UNC junior Iyana Jones-Reese recalls sharing the light-hearted stories she learned about slavery in school with her grandfather. He was struck by how the nature of slavery was watered-down and sugarcoated by her teacher.
“I remember when I was a kid my grandfather was talking to me about slavery and I was like, ‘No, no, no, there were some slave masters that treated their slaves nicely, we talked about it in class,’" she said. "It’s one of those things where like you're hearing all of these different sides.”
Her grandfather then encouraged Jones-Reese to learn the truth of her history.
As many students are studying and celebrating Black historical figures and movements during Black History Month, they are continuously learning about historical elements that were not discussed in school.
Mike Wax, a junior studying biology, said he had an idea of the erasure of Black history in high school, but it wasn’t until he got to college when he realized just how much of his history wasn’t taught to him. He felt it was a call to action to educate himself.
“I was shocked that I had missed so much of my history, of Black history, and I wanted to learn more,” Wax said. “I tried to put myself in these classes and any spaces where I could learn about more Black history, and I took it upon myself to do like my own readings about it.”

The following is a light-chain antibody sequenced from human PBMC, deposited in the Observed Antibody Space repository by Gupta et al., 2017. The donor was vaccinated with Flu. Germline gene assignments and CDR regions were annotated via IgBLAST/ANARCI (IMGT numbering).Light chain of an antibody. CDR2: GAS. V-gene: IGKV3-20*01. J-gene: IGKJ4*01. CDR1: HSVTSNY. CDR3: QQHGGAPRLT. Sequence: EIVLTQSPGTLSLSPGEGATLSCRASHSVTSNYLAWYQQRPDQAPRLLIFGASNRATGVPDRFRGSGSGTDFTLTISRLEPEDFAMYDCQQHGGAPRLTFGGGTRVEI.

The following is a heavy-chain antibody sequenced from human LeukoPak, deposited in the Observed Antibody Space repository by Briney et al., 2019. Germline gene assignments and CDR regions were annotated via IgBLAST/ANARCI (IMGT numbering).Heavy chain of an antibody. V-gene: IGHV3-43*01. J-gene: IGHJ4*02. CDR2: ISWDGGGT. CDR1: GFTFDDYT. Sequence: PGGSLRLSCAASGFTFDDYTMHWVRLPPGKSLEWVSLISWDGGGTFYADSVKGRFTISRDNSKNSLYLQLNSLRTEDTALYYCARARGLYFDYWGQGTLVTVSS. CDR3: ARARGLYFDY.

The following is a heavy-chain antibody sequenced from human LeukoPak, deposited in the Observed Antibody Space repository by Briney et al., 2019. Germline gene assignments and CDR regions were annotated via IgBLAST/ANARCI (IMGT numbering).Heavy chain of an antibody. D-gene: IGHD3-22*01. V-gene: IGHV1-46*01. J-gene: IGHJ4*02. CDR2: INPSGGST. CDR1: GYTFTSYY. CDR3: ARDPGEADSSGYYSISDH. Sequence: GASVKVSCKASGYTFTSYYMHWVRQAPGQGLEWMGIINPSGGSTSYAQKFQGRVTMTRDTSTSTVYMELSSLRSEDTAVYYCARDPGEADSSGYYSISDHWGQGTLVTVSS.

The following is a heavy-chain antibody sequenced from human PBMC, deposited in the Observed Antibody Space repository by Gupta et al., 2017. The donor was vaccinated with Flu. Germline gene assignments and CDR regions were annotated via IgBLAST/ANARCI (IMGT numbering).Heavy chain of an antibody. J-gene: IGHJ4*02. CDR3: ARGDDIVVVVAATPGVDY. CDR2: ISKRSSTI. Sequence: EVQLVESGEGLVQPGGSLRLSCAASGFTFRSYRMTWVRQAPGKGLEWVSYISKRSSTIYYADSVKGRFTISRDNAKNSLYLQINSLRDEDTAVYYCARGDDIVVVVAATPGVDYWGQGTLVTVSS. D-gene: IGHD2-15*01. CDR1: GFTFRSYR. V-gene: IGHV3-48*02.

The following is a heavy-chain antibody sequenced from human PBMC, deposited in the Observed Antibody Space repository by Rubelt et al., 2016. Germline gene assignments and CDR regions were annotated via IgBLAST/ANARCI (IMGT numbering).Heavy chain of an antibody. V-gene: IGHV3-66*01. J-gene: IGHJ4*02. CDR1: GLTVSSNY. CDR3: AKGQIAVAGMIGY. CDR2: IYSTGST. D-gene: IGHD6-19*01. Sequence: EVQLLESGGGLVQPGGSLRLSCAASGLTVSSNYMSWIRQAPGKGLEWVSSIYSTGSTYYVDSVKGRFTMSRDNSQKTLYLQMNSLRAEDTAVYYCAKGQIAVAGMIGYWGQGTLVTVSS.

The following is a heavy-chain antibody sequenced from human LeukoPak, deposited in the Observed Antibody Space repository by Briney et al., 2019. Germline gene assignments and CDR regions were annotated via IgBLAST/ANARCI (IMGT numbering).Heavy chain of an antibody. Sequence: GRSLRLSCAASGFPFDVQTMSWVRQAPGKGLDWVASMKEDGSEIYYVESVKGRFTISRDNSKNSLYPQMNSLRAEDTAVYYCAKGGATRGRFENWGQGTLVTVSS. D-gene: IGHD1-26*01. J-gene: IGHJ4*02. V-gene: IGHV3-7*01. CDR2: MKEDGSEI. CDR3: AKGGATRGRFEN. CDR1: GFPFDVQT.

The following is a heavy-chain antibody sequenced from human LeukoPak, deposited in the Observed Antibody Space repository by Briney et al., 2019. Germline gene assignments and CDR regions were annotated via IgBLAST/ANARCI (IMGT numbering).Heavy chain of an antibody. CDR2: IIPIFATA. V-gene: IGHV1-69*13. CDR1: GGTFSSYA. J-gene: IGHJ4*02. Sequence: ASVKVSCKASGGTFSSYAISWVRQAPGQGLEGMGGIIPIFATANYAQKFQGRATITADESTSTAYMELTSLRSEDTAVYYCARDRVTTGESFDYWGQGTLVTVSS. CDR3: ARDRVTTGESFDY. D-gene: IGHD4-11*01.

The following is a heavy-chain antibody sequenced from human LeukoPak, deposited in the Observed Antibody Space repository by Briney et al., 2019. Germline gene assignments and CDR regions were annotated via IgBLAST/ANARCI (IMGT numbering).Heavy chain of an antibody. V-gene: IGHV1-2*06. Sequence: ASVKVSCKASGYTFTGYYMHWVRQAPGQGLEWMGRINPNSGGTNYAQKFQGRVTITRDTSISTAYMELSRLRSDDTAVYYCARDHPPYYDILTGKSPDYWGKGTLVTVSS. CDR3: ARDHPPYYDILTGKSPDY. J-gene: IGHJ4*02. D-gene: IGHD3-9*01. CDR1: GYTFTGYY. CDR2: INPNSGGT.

He said this exclusion of Black history in school lesson plans could lead to the erasure of this history altogether.
“There's so much Black history that they don't teach in schools, and I think that as time progresses smaller amounts of people are going to know about this history, and it’s possible that it could get erased,” Wax said.
Recently, a charter school in Utah attempted to do just that. Maria Montessori Academy made the decision to allow parents to opt their children out of a Black History Month curriculum. Although this decision was reversed, the initial proposal reflected how quickly this history could be erased.